Back From the Brink Through the personal account of his struggles in “Back From the Brink: War, Suicide, and PTSD,” Ron Capps effectively relays his views on the current “don’t ask don’t tell” policy on anything deemed abnormal to the U. S. Military. In order to save lives of many men and woman, those views and policies on Post Traumatic Stress Disorder must be changed and evolve. Through most of his writing, Capps uses his personal experience with PTSD effectively and easily connects with readers who are affected directly and indirectly by PTSD.
With the effective use of pathos, Capps is able to turn a seemingly fictional story of near suicide into a personal story that could just as easily be a loved one to any of the readers. His personalizing of the story gives PTSD a face easily recognized, a face seen in a brother, a mother, a sister, or a father. In Capps situation, he wore the face of a hard working husband. After Capps describes his hesitation to admit he was suffering from PTSD, he goes on to explain that if he admits to having a mental disorder he will likely lose his clearance for his job.
In this explanation, Ron Capps not only employs pathos to play on the emotions of those who understand job loss, but also effectively uses ethos. To establish the credibility of his claim that he would be likely to lose his job, Capps describes the situation where he had to work out a sort of “Don’t Ask Don’t Tell” deal with his doctor so he would be able to continue with his job and not lose his clearance. In the last bit of his writing, Capps uses simple statistics on suicide rates of military men.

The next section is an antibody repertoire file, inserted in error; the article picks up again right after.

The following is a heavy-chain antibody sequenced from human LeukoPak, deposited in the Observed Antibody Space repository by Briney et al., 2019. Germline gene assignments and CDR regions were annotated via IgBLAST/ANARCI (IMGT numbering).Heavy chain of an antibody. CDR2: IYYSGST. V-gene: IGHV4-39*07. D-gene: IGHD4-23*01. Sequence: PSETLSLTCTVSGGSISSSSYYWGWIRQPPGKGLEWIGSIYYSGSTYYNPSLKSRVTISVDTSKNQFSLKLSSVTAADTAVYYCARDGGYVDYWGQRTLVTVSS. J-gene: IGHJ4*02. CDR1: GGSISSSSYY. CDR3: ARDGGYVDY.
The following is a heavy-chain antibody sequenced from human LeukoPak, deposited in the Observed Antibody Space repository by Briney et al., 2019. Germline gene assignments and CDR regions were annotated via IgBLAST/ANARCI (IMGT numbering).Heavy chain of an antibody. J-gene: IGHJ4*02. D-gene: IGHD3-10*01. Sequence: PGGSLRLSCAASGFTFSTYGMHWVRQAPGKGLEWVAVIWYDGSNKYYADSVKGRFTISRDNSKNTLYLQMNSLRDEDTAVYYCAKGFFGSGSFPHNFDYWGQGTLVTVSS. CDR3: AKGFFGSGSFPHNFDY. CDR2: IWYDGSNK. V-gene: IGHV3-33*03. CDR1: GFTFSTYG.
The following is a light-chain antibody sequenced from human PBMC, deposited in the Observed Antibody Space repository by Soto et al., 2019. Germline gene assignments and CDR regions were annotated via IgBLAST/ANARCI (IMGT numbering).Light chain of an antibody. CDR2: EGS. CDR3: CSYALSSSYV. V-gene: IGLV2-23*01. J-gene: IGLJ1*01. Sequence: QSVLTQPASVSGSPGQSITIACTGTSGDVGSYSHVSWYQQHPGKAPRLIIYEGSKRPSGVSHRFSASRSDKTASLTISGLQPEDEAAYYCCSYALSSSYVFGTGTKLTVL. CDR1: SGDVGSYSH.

His affective use of simple numbers easily explains how many people PTSD affects and how many die unnecessarily each year because of the stigma that comes along with acknowledgment of having PTSD. Through simple use of logos, Ron Capps clearly shows how affected the military currently is and how ignoring these people who are hiding their PTSD will only continue to worsen the rates at which military men and women are taking their lives. With the affective use of logos, ethos, and pathos, Capps successfully relays his feelings on PTSD and the military.
The disorder is given a face with a personalized story, his claims that PTSD could be a cause for someone to lose their job is verified by his interaction with his doctor, and the devastating statistics show how broad the affects of PTSD are in the military and that it causes many men and women to turn to suicides. Overall, I believe that the articles was effective in relaying the topic of Post Traumatic Stress Disorder in the military to the intended audience and therefore, helped them understand that there must be changes to the current, ineffective, system.